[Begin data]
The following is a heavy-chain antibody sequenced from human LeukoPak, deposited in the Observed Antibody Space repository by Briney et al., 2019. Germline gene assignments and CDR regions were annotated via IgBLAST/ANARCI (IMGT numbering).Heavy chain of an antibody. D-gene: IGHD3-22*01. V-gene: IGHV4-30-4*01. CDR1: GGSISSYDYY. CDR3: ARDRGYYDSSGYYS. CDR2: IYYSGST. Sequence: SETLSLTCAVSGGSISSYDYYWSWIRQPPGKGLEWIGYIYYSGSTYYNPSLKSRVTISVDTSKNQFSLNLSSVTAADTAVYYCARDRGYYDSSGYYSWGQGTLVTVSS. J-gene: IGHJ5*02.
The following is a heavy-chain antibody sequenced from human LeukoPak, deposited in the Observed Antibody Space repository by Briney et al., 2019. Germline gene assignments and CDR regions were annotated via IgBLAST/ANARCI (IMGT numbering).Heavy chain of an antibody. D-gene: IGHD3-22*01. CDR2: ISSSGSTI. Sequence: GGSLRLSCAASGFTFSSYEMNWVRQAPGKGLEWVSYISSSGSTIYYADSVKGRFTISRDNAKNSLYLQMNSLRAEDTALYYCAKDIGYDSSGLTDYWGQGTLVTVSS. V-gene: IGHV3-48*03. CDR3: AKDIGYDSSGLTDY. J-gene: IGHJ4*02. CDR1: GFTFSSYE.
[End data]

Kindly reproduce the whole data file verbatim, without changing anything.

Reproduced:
The following is a heavy-chain antibody sequenced from human LeukoPak, deposited in the Observed Antibody Space repository by Briney et al., 2019. Germline gene assignments and CDR regions were annotated via IgBLAST/ANARCI (IMGT numbering).Heavy chain of an antibody. D-gene: IGHD3-22*01. V-gene: IGHV4-30-4*01. CDR1: GGSISSYDYY. CDR3: ARDRGYYDSSGYYS. CDR2: IYYSGST. Sequence: SETLSLTCAVSGGSISSYDYYWSWIRQPPGKGLEWIGYIYYSGSTYYNPSLKSRVTISVDTSKNQFSLNLSSVTAADTAVYYCARDRGYYDSSGYYSWGQGTLVTVSS. J-gene: IGHJ5*02.
The following is a heavy-chain antibody sequenced from human LeukoPak, deposited in the Observed Antibody Space repository by Briney et al., 2019. Germline gene assignments and CDR regions were annotated via IgBLAST/ANARCI (IMGT numbering).Heavy chain of an antibody. D-gene: IGHD3-22*01. CDR2: ISSSGSTI. Sequence: GGSLRLSCAASGFTFSSYEMNWVRQAPGKGLEWVSYISSSGSTIYYADSVKGRFTISRDNAKNSLYLQMNSLRAEDTALYYCAKDIGYDSSGLTDYWGQGTLVTVSS. V-gene: IGHV3-48*03. CDR3: AKDIGYDSSGLTDY. J-gene: IGHJ4*02. CDR1: GFTFSSYE.